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BEFORE CHRIST 1452.

f ver. 29.

NUMBERS XXIII. 1–26.

1 And Balaam said unto the rocks I see him, and
Balak, Build me here from the hills I behold him:
f
seven altars, and prepare lo, the people shall dwell
me here seven oxen and alone, and shall not be
reckoned among
the

seven rams.

2 And Balak did as tions. Balaam had spoken; and 8 ver. 14, 30. Balak and Balaam of fered on every altar a bullock and a ram.

h ver. 15.

i ch. 24. 1.

solilary.

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10 Who can count the dust of Jacob, and the number of the fourth part of Israel? Let me die + Heb. my the death of the righteous, life. and let my last end be like

t

soul, or, my

Ps. 116. 15.

3 And Balaam said unto Balak, Stand by thy burnt offering, and I will go his! peradventure the LORD will come to meet me and whatsoever he sheweth me done unto me? "I took ch. 22. 11,

11 And Balak said unto Balaam, What hast thou

Or, he went I will tell thee. And he thee to curse mine enemies,
went to an high place. and, behold, thou hast
4k And God met Ba- blessed them altogether.
laam and he said unto
:
12 And he answered and

* ver. 16.

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17. & 24. 10.

him, I have prepared seven said, Must I not take ch. 22. 38.
altars, and I have offered heed to speak that which
upon every altar a bullock the LORD hath put in my
and a ram.

mouth?

5 And the LORD 1put a 13 And Balak said unto Deut. 18. 18. word in Balaam's mouth, him, Come, I pray thee, and said, Return unto Ba- with me unto another lak, and thus thou shalt place, from whence thou speak.

m ver. 18.
ch. 24. 3, 15,
23.

29. 1.

Ps. 78. 2.

6 And he returned unto him, and, lo, he stood by his burnt sacrifice, he, and all the princes of Moab.

mayest see them: thou
shalt see but the utmost
part of them, and shalt not
see them all and curse
me them from thence.

7 And he m took up his 14 And he brought parable, and said, Balak him into the field of Zo

hill.
Y

Job 27.1. & the king of Moab hath phim, to the top of || Pis- Or, The brought me from Aram, gah, and built seven altars, ▾ ver. 1, 2. out of the mountains of the and offered a bullock and a ram on every altar.

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P Isai. 47. 12, 8 P How shall I curse,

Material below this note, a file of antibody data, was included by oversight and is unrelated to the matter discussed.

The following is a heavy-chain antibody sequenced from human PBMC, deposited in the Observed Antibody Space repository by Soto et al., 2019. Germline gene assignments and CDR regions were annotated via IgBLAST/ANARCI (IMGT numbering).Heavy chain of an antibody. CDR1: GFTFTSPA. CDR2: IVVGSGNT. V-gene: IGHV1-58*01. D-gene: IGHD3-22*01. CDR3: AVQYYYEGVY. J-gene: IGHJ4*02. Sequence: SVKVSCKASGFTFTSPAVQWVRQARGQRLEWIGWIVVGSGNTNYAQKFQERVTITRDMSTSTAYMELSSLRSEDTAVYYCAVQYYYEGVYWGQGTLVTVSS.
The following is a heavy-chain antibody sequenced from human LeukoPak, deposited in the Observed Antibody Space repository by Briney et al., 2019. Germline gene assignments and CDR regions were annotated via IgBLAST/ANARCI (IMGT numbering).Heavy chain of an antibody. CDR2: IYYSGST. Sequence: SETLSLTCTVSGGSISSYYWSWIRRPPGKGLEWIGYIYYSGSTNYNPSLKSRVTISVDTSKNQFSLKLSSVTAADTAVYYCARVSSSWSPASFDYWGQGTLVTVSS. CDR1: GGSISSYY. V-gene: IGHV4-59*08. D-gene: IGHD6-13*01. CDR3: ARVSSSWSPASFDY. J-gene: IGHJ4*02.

whom God hath not cursed?
or how shall I defy, whom
the LORD hath not defied?
9 For from the top of in his mouth, and said, Go

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16. And the LORD met Balaam, and put a word ver. 5.

Y y

ch. 22. 35.

BEFORE CHRIST 1452.

again unto Balak, and say 'and the shout of a king is

thus.

among them.
17 And when he came 22 God brought them
to him, behold, he stood out of Egypt; he hath as
by his burnt offering, and it were the strength of
the princes of Moab with an unicorn.
him. And Balak said
unto him, What hath the
LORD spoken?

a

18 And he took up his Judg. 3. 20. parable, and said, a Rise up, Balak, and hear; hearken unto me, thou son of Zippor:

b1 Sam. 15. 29.

Mal. 3. 6.

Rom. 11. 29.
Jam. 1. 17.
Tit. 1. 2.

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23 Surely there is no enchantment | against Jacob, 1 Or, in. neither is there any divination against Israel: according to this time it shall be said of Jacob and of Israel, What hath God 'Ps. 31. 19. wrought!

24 Behold, the people

k

up

1

k

44. 1.

as a great Gen. 49. 9. himself as

19 b God is not a man, that he should lie; neither shall rise up the son of man, that he lion, and lift should repent: hath he a young lion: 1he shall not 'Gen. 49. 27. said, and shall he not do lie down until he eat of the it? or hath he spoken, and prey, and drink the blood shall he not make it good? of the slain.

20 Behold, I have re- 25 And Balak said ceived commandment to unto Balaam, Neither curse them at all, nor bless them at all.

Gen. 12. 2. bless: and he hath blessed; and I cannot reverse it.

& 22. 17. Numb. 22. 12.

d Rom. 4. 7, 8.

21 d He hath not be

26 But Balaam answered

held iniquity in Jacob, and said unto Balak, Told neither hath he seen per- not I thee, saying, m All verseness in Israel: the that the LORD speaketh, 1 46. & 33 14. LORD his God is with him, that I must do?

• Exod. 13. 21. & 29. 45,

ver. 12.

ch. 22. $8.

Kings 22.

14.

PRAYER. LET US PRAY, that whatever be the curses, the hatred, or the contempt of an unrepentant, apostate, or infidel world, we may ever remain in the communion of the visible Church, and partake of the blessing on God's spiritual Israel. That we never be found among the despisers of God's Religion; but live the life, and die the death, of the righteous. And that we learn from the fulfilment of the prophecies to His ancient Church the certain accomplishment of all God's promises to the soul of the believer, and of all God's threatenings to the soul of the infidel.